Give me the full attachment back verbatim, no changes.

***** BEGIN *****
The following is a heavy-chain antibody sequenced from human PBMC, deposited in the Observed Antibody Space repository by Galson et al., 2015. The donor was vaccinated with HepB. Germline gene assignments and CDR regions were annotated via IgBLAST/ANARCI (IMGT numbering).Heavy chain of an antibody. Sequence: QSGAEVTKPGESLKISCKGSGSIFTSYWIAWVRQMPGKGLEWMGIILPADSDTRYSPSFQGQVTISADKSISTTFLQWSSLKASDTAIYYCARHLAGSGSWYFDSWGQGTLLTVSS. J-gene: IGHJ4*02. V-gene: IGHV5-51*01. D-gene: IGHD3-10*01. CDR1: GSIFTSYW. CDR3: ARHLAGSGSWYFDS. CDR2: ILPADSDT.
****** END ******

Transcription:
The following is a heavy-chain antibody sequenced from human PBMC, deposited in the Observed Antibody Space repository by Galson et al., 2015. The donor was vaccinated with HepB. Germline gene assignments and CDR regions were annotated via IgBLAST/ANARCI (IMGT numbering).Heavy chain of an antibody. Sequence: QSGAEVTKPGESLKISCKGSGSIFTSYWIAWVRQMPGKGLEWMGIILPADSDTRYSPSFQGQVTISADKSISTTFLQWSSLKASDTAIYYCARHLAGSGSWYFDSWGQGTLLTVSS. J-gene: IGHJ4*02. V-gene: IGHV5-51*01. D-gene: IGHD3-10*01. CDR1: GSIFTSYW. CDR3: ARHLAGSGSWYFDS. CDR2: ILPADSDT.